Implications of Valuation Allocation
A deferred tax asset is a reduction in future cash outflow (taxes to be paid). But, the asset has value only if the firm expects to pay taxes in the future. For example, an Net Operating Loss (NOL) carry-forward is worthless if the firm does not expect to have positive taxable income for the next 20 years. Since accounting is conservative, firms must reduce the value of their deferred tax assets by a deferred tax-asset valuation allowance. This is a contra-asset account CR (credit) balance on the balance sheet - just like accumulated depreciation or the allowance for uncollectible accounts) that reduces the deferred tax asset to its expected realizable value.
Increasing the valuation allowance increases deferred income tax expense; decreasing the allowance does the opposite. Changes in the allowance affect income tax expense. Although the need for an allowance is subjective, its existence and magnitude reveals management's expectation of future earnings. Management can use changes in the allowance to "manipulate" NI by affecting income tax expense. Analysts should scrutinize these types of changes.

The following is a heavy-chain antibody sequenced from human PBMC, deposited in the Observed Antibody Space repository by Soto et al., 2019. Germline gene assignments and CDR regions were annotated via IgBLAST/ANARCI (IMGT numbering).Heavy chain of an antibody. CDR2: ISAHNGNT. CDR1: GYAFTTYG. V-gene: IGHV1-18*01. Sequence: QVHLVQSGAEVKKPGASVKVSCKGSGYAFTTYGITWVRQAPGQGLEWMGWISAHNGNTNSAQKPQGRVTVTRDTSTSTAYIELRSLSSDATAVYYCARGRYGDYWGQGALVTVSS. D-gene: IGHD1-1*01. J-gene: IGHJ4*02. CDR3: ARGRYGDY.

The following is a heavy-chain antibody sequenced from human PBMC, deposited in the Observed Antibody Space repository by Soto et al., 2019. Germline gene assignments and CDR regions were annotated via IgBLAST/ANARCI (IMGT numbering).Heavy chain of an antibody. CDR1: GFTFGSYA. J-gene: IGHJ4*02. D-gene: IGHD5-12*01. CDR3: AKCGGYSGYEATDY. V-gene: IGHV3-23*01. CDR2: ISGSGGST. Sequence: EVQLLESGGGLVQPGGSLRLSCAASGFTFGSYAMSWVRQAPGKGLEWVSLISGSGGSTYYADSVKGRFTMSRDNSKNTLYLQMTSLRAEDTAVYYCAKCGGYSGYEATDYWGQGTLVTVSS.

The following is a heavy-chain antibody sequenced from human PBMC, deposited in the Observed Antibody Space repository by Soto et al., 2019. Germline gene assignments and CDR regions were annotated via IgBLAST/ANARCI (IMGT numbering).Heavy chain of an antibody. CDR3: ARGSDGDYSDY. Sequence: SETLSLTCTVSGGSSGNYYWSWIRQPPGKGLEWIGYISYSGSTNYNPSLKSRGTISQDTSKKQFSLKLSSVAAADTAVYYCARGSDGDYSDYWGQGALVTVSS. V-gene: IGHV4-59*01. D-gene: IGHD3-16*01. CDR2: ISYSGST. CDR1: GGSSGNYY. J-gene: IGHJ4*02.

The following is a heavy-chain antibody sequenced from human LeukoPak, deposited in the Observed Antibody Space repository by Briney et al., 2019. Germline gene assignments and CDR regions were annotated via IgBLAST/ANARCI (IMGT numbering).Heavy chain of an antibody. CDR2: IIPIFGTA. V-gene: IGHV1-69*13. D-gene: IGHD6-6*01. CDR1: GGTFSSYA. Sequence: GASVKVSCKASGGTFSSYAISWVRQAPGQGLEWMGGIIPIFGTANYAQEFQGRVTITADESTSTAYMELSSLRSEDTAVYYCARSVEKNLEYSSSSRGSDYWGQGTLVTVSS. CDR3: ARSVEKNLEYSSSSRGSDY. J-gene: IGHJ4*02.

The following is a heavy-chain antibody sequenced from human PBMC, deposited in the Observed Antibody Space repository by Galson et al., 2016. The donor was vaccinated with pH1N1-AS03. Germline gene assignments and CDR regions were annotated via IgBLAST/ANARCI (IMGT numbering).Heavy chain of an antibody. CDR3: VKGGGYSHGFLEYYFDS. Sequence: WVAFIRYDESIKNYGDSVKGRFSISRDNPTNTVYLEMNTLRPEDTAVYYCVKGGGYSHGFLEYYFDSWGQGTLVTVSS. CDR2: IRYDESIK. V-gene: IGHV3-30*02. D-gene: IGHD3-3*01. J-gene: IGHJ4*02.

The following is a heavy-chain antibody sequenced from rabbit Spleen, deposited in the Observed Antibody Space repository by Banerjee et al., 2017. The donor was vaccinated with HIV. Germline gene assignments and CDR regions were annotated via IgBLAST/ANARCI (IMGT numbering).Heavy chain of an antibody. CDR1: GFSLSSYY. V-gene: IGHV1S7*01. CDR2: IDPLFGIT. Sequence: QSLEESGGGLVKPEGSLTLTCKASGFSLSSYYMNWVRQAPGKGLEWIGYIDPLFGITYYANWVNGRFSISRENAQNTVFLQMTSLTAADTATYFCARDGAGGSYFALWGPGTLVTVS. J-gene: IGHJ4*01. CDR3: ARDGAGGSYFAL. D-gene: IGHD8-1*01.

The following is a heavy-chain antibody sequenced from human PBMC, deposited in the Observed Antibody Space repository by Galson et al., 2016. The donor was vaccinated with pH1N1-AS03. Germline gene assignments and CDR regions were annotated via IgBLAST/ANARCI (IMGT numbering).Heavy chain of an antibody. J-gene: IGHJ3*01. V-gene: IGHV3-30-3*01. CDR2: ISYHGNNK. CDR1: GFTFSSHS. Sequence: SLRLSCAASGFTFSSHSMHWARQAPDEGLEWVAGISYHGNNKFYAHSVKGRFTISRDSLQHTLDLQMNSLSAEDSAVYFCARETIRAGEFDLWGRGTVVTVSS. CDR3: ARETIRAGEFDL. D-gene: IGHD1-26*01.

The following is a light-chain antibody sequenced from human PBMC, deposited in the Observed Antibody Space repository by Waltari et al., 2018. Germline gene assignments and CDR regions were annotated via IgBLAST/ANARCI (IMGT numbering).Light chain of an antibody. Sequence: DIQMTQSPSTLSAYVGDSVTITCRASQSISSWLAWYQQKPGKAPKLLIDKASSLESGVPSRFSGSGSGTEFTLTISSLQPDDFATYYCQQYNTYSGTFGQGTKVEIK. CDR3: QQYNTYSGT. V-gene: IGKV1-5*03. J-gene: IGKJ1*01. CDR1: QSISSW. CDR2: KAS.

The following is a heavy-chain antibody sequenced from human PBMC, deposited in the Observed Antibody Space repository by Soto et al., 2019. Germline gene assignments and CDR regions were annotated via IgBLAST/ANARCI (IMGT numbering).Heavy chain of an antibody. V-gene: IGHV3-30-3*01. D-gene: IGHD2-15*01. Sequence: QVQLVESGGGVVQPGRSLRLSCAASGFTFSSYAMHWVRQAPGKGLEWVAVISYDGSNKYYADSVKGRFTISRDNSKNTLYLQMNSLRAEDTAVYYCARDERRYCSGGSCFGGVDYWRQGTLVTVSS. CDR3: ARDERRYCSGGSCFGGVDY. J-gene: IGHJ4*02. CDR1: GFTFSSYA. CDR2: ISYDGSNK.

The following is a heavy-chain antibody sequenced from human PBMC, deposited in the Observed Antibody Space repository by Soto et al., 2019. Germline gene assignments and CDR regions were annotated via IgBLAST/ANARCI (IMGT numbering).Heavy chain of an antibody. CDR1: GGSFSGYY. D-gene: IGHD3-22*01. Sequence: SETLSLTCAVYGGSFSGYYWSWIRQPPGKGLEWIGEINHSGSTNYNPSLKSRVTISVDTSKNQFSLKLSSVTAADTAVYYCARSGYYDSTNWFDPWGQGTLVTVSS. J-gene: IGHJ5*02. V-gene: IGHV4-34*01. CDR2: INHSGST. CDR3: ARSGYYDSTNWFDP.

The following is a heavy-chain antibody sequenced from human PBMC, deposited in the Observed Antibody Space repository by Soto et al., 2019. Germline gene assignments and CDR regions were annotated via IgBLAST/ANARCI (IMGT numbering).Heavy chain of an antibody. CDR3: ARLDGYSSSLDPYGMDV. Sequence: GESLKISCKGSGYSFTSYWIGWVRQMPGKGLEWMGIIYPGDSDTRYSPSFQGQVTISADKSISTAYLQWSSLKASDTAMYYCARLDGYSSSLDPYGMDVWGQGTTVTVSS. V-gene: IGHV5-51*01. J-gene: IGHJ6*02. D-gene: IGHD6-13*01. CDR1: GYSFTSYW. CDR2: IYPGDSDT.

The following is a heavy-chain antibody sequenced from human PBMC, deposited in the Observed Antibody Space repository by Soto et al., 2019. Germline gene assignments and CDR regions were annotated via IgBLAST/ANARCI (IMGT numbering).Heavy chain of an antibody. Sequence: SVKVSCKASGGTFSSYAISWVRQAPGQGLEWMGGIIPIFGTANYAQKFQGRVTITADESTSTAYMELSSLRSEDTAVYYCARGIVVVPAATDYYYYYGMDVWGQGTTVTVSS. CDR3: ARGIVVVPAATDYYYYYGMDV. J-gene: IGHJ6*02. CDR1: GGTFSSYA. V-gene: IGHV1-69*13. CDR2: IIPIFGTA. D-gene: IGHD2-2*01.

Deferred Tax Liability Treatment
If a tax asset or liability is simply the result of a timing difference that is expected to reverse in the future, it is best classified as an asset or liability. But if it is not expected to reverse in the future, it is best qualified as equity.
Deferred tax liabilities that should be treated as equity in the following circumstances: